Aside from American and European branches, South Korean chains have also become big players in China’s coffee market. Names such as Cafe Bene, Maan Coffee and Tous les Jours are becoming a staple in China’s shopping districts. South Korean brands, in particular, boast a unique and whimsical style of interior decoration unlike that of Western chains. Usual hallmarks include large, comfortable chairs, bookshelves lined with reading material, and indoor trees. This style is even replicated in domestic independent cafes.

The booming market for South Korean chains largely stems from the success of Korean pop culture in China. Fans of Korean music, film and television seek to recreate the glamour of Seoul by visiting the same chains as their idols, as well as replicating the supposed Seoul lifestyle, almost to the point of ‘Korean’ becoming synonymous with modernity and luxury. As one netizen writes on Weibo: “What you buy in a Korean cafe isn’t coffee, it’s the film-like romance.”

cofee cool

US, UK and Korean coffeehouses have succeeded in making coffee ‘cool’ in China. Netizens on Weibo collectively post pictures of their cup of coffee or of themselves sipping it. The coffee brand is often visible, together with a fashionable smartphone or expensive shopping bag- turning ‘coffee drinking’ in a symbol of a trendy lifestyle.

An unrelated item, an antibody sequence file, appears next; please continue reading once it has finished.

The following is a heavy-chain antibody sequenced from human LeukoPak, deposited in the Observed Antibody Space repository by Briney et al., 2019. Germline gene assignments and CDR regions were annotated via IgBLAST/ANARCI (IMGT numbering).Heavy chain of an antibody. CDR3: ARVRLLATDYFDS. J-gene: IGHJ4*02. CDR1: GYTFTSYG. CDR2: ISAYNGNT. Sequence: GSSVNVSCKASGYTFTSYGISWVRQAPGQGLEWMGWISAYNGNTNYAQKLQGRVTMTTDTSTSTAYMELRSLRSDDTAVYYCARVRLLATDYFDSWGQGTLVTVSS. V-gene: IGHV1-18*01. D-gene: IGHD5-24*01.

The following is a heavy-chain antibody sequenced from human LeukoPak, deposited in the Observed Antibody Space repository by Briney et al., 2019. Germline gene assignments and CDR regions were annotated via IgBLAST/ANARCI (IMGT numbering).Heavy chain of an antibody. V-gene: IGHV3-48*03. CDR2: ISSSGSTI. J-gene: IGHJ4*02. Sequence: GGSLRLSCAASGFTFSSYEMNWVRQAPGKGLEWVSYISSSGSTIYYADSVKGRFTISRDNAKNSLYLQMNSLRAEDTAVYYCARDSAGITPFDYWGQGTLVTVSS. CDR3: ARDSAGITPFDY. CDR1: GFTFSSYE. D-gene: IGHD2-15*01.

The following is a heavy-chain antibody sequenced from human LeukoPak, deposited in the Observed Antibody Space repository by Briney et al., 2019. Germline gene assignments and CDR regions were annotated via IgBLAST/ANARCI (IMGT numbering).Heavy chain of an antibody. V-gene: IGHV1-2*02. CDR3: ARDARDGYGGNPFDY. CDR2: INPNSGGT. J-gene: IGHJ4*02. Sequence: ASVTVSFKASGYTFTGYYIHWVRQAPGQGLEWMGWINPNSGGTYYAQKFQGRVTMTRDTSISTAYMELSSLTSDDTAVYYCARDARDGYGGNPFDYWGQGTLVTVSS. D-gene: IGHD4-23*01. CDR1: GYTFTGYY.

“Hefei is full of cafes, yet 80 per cent of the city’s population is made up of rural villagers who have just stepped foot inside the city – here lies your problem.”

 

Despite the success of foreign coffee chains, China is not shying away from home-grown coffee brands. Anhui province in Eastern China is home to numerous branches of Habitat Coffee (栖巢咖啡), a company that offers the comforts of Korean coffee chains but with a menu and playlist more suited to Chinese consumers.

Other brands closer to home have not fared so well in the past. A recent Weibo post by user ‘Coffee and Book‘ discussed the closure of one of the Hong Kong Pacific Coffee chain stores: “Pacific Coffee, known as Hong Kong’s best-tasting coffee, has fallen under Starbucks’s shadow, and up until now hasn’t enjoyed much success in Hefei city.”

Chinacofee

One of the reasons China’s coffee market is still budding is the prevalence of cafes in urban cities in comparison to their absence in rural areas of China. Location and subsequent exposure to international brands and flavors affect the tastes and preferences of people within the Chinese coffee market. Many people from China’s rural areas are simply still unfamiliar with coffee. In response to Pacific Coffee’s poor performance in Hefei, one netizen writes: “Hefei is full of cafes, yet 80 percent of the city’s population is made up of rural villagers who have just stepped foot inside the city…here lies your problem.”

 

“The price of a single cup of coffee in China is equal to a month’s worth of home broadband internet.”

 

A long history of tea-drinking may not be the only obstacle for coffeehouses longing for popularity in China. With the average prices ranging between 18 and 40RMB (±3-6US$), the price of a single cup of coffee in China is equal to an entire takeout meal or a month’s worth of home broadband internet – a price many can seldom afford to fit into their daily routines.